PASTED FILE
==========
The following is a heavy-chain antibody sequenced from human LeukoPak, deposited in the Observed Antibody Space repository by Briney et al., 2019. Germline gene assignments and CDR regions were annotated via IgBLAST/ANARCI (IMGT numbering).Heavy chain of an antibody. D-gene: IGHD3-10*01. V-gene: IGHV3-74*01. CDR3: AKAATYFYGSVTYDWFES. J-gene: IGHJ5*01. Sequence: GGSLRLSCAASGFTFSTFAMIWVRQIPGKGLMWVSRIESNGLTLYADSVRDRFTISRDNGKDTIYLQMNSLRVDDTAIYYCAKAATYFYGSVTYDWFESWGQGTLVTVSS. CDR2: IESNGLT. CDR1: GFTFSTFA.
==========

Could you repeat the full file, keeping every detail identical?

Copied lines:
The following is a heavy-chain antibody sequenced from human LeukoPak, deposited in the Observed Antibody Space repository by Briney et al., 2019. Germline gene assignments and CDR regions were annotated via IgBLAST/ANARCI (IMGT numbering).Heavy chain of an antibody. D-gene: IGHD3-10*01. V-gene: IGHV3-74*01. CDR3: AKAATYFYGSVTYDWFES. J-gene: IGHJ5*01. Sequence: GGSLRLSCAASGFTFSTFAMIWVRQIPGKGLMWVSRIESNGLTLYADSVRDRFTISRDNGKDTIYLQMNSLRVDDTAIYYCAKAATYFYGSVTYDWFESWGQGTLVTVSS. CDR2: IESNGLT. CDR1: GFTFSTFA.